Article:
Investing in innovative concepts and improving their existing offer are opportunities for traditional retailers to attract customers and beat the online competition. H&M, Coop Danmark, Australia's Woolworths, Whole Foods 365 and their store ideas are featured in this issue. However, closures are sometimes inevitable to survive.




Thursday, 01 February 2018





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Investing in innovative concepts and improving their existing offer are opportunities for traditional retailers to attract customers and beat the online competition. H&M, Coop Danmark, Australia's Woolworths, Whole Foods 365 and their store ideas are featured in this issue. However, closures are sometimes inevitable to survive.




Europe


Scandinavian debuts ▪ Danish grocer Coop Danmark has opened Irma Øko in Copenhagen, an organic supermarket and announced that it is expanding its convenience food concept by adding a breakfast-to-go range. Due to a decline in profits, Swedish fashion giant H&M will open fewer stores but plans to launch new off-price banner Afound.



Inspiring ideas ▪ Being in the process of launching bigger stores in crowded cities, Aldi is working with authorities in Berlin to build more than 2,000 apartments above its outlets in the booming German capital. Meanwhile, London-based online retailer Farfetch plans to roll out new technology to open the 'fashion store of the future'.


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Jobs at risk ▪ In the latest phase of its turnaround plan, Britain's Marks and Spencer will close down 14 more stores, putting nearly 500 jobs into uncertainty. Soft drink giant Coca-Cola is axing around 300 jobs in the UK as it announces to shut down a manufacturing site and a distribution centre in the country.




US & Canada


Tech projects ▪ Employee-owned supermarket chain Woodman's is rolling out a pilot programme that includes 'rapid checkout' lanes and hand-held scanning devices to offer shoppers quicker options. Canadian grocer Metro is about to test a scan-and-go system and increase the number of self-checkout machines in its store network.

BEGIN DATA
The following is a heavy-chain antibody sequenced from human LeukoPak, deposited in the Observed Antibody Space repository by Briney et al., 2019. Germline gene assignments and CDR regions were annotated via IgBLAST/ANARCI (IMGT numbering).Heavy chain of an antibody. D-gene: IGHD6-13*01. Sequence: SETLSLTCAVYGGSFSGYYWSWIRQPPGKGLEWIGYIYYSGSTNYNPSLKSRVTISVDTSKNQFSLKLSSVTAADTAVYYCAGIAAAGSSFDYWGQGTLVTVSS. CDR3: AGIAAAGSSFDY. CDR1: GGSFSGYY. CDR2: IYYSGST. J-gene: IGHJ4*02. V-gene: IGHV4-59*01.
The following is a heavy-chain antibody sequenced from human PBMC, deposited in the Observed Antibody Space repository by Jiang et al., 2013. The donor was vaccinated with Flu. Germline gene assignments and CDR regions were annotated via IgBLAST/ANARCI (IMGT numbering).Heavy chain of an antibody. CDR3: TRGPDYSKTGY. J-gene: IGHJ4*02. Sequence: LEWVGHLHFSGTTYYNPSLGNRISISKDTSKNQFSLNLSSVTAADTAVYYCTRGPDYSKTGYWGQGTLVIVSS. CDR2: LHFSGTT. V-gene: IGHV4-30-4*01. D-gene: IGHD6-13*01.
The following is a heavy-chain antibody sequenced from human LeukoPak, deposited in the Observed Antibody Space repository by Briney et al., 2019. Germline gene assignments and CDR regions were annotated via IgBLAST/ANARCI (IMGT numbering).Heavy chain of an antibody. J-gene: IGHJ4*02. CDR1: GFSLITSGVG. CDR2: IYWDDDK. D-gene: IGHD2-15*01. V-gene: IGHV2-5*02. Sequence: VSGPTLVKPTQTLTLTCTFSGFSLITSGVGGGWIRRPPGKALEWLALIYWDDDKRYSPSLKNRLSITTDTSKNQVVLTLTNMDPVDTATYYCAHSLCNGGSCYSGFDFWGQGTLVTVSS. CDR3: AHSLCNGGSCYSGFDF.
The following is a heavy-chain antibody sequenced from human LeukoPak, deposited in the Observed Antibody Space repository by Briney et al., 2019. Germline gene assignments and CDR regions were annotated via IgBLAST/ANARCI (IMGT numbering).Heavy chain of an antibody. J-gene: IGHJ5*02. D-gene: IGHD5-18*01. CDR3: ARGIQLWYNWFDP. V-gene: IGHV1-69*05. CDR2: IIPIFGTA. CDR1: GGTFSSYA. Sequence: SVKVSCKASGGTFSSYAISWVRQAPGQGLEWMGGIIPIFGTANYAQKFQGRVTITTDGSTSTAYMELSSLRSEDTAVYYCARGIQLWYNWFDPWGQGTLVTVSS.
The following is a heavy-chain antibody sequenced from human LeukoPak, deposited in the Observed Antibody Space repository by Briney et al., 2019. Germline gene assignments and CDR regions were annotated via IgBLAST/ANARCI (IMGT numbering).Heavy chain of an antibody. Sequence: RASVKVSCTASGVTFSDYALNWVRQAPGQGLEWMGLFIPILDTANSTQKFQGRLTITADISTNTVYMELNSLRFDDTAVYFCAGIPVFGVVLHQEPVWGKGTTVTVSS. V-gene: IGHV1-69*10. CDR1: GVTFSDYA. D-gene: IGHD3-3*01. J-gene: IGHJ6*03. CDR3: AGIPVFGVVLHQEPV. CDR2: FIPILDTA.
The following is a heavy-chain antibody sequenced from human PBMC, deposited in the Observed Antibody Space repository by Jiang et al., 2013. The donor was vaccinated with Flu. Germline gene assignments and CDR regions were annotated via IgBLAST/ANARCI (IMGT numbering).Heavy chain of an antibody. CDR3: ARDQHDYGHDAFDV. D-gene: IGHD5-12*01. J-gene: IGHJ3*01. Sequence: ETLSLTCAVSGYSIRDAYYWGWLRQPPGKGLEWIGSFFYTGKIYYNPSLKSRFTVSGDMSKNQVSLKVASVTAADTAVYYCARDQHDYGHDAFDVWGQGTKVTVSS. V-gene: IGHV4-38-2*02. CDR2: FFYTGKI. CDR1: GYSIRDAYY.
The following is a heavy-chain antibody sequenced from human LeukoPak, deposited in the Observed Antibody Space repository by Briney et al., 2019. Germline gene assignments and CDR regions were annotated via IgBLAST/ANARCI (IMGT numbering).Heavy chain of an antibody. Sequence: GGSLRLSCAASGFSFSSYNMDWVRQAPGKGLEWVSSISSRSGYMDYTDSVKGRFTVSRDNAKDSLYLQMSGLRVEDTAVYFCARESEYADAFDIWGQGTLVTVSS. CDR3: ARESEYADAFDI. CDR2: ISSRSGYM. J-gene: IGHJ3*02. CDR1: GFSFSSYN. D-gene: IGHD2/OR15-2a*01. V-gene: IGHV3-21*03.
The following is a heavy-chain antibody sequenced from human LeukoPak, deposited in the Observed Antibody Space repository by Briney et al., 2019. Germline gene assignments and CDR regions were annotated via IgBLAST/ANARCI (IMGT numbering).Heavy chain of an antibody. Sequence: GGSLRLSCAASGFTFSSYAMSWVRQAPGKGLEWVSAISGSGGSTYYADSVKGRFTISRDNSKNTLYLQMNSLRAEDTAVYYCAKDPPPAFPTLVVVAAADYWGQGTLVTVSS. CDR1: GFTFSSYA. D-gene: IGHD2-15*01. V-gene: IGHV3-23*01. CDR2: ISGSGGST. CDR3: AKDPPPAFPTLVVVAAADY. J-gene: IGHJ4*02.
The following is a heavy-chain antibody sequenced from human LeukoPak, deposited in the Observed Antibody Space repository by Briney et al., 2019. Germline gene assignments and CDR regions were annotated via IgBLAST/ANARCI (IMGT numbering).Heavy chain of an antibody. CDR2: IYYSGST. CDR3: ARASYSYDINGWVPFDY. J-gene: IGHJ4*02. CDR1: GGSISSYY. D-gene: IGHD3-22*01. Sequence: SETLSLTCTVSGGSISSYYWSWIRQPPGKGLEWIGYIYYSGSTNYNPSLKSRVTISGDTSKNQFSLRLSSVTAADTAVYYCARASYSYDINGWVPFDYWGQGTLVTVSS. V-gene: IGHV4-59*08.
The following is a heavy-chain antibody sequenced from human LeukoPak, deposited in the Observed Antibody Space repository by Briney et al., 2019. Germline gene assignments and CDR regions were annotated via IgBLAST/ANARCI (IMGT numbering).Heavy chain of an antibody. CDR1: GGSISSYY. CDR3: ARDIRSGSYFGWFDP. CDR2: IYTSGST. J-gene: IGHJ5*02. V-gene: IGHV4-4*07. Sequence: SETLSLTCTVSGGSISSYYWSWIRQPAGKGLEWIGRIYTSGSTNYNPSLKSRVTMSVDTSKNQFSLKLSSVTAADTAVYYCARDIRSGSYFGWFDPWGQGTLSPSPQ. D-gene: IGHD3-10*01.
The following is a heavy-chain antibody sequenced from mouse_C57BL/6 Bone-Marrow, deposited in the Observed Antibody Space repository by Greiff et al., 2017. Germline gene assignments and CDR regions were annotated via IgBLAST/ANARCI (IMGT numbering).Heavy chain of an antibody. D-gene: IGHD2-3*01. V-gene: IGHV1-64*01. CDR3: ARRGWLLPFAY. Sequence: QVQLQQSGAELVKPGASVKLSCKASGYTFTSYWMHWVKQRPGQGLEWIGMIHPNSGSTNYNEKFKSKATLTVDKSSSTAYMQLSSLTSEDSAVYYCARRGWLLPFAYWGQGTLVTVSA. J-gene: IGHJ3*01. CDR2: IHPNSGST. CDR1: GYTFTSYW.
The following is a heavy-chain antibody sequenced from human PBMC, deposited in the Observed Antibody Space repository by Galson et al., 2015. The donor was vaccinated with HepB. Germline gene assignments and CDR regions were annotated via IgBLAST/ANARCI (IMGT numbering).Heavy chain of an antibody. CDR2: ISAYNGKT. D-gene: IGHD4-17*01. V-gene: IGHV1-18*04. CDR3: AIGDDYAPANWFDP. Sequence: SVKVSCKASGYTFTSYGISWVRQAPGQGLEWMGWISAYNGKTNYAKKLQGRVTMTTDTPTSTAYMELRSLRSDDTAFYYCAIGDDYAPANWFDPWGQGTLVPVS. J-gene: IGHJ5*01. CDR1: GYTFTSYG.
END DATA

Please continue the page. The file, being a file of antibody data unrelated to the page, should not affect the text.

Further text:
Against all odds ▪ Consumer goods giants Mondelez quarterly profits beat analysts’ estimates, fuelled by strong demand for its key brands like Cadbury and Oreo cookies in Europe and growth in emerging markets. Likewise, fast food major McDonald's full-year performance stands out at a time when overall US restaurant sales and traffic have struggled to grow.



Take a tour ▪ ... at Whole Foods 365, which opened its first location on the East Coast, in Brooklyn, with a focus on lower prices and convenience. Although there are fewer SKUs on offer than in traditional Whole Foods outlets, the produce department is still impressive. Click here for images of the concept.




Asia & Australia


Woolies' flagship ▪ In its largest individual investment in a store, Australian supermarket giant Woolworths has opened a new location in Sydney, featuring expanded fresh food, ready-to-go meals and health offerings. The produce, including hydroponic lettuce, is kept cool with jets of mist.



Convenient developments ▪ 7-Eleven Japan surpassed 20,000 convenience stores in January, becoming the first retail chain in the country to cross the milestone. Meanwhile, the chain's 7-Eleven Malaysia Holdings is reportedly being targeted for privatisation by Berjaya Assets, a locally listed diversified group.




What to watch


French decisions ▪ President Emmanuel Macron’s government will present measures to reign in supermarket price wars in an attempt to strike a 'balanced commercial relationship' after the 'Nutella riots'. At the same time, Monoprix, a part of Groupe Casino, is reportedly in advanced talks with Amazon over a partnership.



Chinese shoppers ▪ Driven by general optimism and helped by parents who benefited from the country’s fast growth, Chinese millennials are buoying the luxury market at home, where US$ 22.07 billion in sales were generated last year. Meanwhile, Alibaba targets the older generation by launching an “elderly friendly” version of its shopping app Taobao.